The CDC says(www.cdc.gov) six in 10 Americans suffer from a chronic illness -- and four in 10 have two or more. Yet AAFP data indicate that fewer than half of family physicians provide chronic care management services to Medicare patients.
One reason: Medicare's CCM benefit, introduced in 2015, remains limited by CMS cost-sharing rules that impose administrative burdens on physicians while increasing both toll and confusion for beneficiaries.
The Academy has long pressed CMS and lawmakers to remove such co-insurance requirements for Medicare's CCM service codes. Now, a bill being considered in the House might finally do just that.
The Health Opportunities to Promote Equity Act (H.R. 3346),(www.congress.gov) recently referred to the House Ways and Means Committee, would eliminate beneficiary cost-sharing for the CCM service codes starting in 2021.
The Academy signaled its enthusiasm for this progress by endorsing the bill in two June 25 letters to committee members.
Waiving CCM cost-sharing requirements would ultimately "increase coordination of care for those beneficiaries with the greatest health care needs," said a letter to the committee's chair and ranking member(2 page PDF) -- respectively, Reps. Richard Neal, D-Mass., and Kevin Brady, R-Texas -- signed by Board Chair Michael Munger, M.D., of Overland Park, Kan.
That correspondence -- whose 13 other signers included the AMA and the Patient-Centered Primary Care Collaborative -- characterized the 20% co-insurance payments required of Medicare beneficiaries for CCM services as a significant barrier to care.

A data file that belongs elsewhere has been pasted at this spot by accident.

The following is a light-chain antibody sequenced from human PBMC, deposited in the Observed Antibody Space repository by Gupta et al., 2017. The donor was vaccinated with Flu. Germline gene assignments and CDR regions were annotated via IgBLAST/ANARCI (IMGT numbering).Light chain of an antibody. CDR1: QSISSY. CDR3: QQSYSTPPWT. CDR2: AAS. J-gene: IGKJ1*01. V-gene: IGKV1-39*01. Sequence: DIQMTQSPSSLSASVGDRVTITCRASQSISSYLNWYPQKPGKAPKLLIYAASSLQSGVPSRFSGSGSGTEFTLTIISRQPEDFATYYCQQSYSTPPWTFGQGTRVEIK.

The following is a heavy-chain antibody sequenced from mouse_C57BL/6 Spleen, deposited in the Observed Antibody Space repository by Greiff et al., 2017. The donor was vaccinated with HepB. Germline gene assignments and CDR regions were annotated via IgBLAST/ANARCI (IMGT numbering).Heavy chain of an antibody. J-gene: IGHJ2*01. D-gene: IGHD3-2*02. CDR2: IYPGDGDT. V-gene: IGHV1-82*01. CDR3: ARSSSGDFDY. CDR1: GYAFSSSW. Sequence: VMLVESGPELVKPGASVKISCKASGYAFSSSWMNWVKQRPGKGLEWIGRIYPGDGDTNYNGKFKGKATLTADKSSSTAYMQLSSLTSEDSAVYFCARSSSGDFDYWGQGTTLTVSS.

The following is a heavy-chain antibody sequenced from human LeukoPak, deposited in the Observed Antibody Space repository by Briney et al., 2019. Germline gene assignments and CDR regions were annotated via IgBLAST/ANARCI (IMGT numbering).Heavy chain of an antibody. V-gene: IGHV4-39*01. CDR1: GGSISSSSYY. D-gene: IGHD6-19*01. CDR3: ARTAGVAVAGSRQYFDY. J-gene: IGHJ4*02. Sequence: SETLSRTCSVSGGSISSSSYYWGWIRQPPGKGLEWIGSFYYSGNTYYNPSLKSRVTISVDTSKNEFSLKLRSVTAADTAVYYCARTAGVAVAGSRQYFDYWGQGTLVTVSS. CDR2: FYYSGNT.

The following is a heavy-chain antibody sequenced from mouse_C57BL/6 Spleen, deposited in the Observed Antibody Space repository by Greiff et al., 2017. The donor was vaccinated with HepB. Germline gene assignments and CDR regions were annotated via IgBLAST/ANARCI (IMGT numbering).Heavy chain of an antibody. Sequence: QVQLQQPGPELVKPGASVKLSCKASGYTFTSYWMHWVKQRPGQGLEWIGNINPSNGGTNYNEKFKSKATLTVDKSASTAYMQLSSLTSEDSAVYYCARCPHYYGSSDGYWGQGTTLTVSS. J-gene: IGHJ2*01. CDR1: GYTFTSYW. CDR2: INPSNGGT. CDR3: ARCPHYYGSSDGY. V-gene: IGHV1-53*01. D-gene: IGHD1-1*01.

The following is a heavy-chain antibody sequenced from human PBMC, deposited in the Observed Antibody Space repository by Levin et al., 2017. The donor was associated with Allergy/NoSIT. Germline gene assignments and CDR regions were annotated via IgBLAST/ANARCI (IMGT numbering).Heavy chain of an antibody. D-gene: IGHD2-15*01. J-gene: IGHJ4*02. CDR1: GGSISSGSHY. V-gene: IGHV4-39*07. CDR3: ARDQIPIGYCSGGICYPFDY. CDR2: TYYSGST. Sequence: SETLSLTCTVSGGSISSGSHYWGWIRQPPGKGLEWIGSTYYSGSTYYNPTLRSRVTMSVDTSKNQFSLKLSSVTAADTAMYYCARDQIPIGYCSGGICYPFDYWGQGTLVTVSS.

"Only 684,000 patients out of 35 million Medicare beneficiaries with two or more chronic conditions benefitted from CCM services over the first two years of the payment policy," the letter said.
Those patients, the letter added, had positive outcomes that included improved patient satisfaction and adherence to recommended therapies, improved clinician efficiency, and decreased hospitalizations and emergency department visits.
But that leaves more than 34 million other chronically afflicted people -- a population that stands to gain meaningful relief from H.R. 3346.
The AAFP's letter reminded the committee that removing CCM co-payments is not a new idea. A 2015 Senate Finance Committee working group produced a set of options for chronic care that included waiving beneficiary co-payments, though the Creating High-Quality Results and Outcomes Necessary to Improve Chronic (CHRONIC) Care Act,(www.congress.gov) which passed the Senate in 2017, did not include this policy.
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